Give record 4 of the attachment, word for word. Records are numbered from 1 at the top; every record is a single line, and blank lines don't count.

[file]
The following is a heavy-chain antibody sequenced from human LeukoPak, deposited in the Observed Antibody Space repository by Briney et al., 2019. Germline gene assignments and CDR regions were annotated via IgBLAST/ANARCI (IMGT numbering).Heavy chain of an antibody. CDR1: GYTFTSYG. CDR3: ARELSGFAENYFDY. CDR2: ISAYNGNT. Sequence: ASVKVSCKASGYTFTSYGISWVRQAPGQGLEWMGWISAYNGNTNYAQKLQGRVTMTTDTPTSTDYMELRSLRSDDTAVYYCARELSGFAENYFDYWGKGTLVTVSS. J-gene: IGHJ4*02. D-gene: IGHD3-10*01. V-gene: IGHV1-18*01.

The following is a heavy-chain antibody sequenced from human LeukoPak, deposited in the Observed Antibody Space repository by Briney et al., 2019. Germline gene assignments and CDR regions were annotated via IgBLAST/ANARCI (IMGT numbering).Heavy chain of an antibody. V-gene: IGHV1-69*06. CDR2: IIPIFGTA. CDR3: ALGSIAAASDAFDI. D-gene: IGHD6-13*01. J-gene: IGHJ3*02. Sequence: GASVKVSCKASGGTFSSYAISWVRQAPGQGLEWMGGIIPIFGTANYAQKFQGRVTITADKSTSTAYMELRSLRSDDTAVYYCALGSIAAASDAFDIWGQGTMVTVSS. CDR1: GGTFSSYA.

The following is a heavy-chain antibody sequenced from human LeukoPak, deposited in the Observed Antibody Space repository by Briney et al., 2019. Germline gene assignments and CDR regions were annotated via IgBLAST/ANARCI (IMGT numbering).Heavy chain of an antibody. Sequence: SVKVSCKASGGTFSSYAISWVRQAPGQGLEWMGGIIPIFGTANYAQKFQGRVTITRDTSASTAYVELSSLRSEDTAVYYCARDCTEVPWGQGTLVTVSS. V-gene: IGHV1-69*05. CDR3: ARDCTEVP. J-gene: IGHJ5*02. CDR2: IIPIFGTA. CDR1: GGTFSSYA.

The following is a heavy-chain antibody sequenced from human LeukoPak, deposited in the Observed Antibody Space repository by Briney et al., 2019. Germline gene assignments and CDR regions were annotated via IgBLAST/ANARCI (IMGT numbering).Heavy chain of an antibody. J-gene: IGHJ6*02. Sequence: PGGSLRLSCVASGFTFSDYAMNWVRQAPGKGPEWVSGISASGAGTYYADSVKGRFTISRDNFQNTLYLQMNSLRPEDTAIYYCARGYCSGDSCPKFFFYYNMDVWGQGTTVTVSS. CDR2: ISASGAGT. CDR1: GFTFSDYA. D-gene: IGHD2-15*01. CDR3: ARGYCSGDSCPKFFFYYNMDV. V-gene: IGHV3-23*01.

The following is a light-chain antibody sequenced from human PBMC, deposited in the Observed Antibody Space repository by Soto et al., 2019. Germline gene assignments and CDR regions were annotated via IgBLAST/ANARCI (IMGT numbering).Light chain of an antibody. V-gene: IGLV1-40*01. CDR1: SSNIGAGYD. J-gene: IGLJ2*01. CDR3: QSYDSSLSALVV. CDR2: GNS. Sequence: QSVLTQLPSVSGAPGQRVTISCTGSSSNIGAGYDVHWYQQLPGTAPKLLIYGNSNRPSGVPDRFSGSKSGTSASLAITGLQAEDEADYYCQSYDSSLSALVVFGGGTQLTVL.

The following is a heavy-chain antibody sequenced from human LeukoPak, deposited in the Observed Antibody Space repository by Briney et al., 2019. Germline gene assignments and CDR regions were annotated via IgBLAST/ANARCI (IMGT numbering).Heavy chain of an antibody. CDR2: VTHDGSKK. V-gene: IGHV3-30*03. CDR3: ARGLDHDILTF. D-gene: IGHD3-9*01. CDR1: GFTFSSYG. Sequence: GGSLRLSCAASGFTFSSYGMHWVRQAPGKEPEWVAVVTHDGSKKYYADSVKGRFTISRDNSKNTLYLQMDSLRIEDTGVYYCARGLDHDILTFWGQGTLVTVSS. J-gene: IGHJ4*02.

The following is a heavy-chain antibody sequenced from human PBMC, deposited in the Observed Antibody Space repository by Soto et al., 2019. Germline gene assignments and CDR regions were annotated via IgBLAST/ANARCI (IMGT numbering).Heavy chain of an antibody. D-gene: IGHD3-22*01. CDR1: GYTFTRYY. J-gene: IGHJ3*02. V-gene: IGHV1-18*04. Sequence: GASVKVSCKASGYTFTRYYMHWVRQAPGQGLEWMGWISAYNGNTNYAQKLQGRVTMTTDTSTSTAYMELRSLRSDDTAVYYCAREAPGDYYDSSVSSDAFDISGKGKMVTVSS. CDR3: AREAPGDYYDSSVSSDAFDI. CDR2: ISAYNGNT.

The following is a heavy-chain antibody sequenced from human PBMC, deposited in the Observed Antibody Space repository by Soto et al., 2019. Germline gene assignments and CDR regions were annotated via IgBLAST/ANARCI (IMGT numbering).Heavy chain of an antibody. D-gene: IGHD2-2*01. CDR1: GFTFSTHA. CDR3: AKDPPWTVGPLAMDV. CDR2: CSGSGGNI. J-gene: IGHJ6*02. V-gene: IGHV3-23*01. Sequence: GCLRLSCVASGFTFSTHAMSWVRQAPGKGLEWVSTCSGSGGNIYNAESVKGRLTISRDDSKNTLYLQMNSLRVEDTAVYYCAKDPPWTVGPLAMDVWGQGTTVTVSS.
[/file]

The following is a heavy-chain antibody sequenced from human LeukoPak, deposited in the Observed Antibody Space repository by Briney et al., 2019. Germline gene assignments and CDR regions were annotated via IgBLAST/ANARCI (IMGT numbering).Heavy chain of an antibody. J-gene: IGHJ6*02. Sequence: PGGSLRLSCVASGFTFSDYAMNWVRQAPGKGPEWVSGISASGAGTYYADSVKGRFTISRDNFQNTLYLQMNSLRPEDTAIYYCARGYCSGDSCPKFFFYYNMDVWGQGTTVTVSS. CDR2: ISASGAGT. CDR1: GFTFSDYA. D-gene: IGHD2-15*01. CDR3: ARGYCSGDSCPKFFFYYNMDV. V-gene: IGHV3-23*01.